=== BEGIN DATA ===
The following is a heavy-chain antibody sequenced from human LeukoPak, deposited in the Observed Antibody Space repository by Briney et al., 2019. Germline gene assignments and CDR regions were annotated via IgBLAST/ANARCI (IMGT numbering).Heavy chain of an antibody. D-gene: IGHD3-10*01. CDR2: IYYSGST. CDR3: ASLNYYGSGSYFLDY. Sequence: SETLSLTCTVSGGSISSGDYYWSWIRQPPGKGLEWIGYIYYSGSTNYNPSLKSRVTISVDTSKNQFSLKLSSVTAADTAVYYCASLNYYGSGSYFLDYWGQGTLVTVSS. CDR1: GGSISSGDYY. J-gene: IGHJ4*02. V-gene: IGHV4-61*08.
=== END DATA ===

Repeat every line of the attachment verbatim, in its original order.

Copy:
The following is a heavy-chain antibody sequenced from human LeukoPak, deposited in the Observed Antibody Space repository by Briney et al., 2019. Germline gene assignments and CDR regions were annotated via IgBLAST/ANARCI (IMGT numbering).Heavy chain of an antibody. D-gene: IGHD3-10*01. CDR2: IYYSGST. CDR3: ASLNYYGSGSYFLDY. Sequence: SETLSLTCTVSGGSISSGDYYWSWIRQPPGKGLEWIGYIYYSGSTNYNPSLKSRVTISVDTSKNQFSLKLSSVTAADTAVYYCASLNYYGSGSYFLDYWGQGTLVTVSS. CDR1: GGSISSGDYY. J-gene: IGHJ4*02. V-gene: IGHV4-61*08.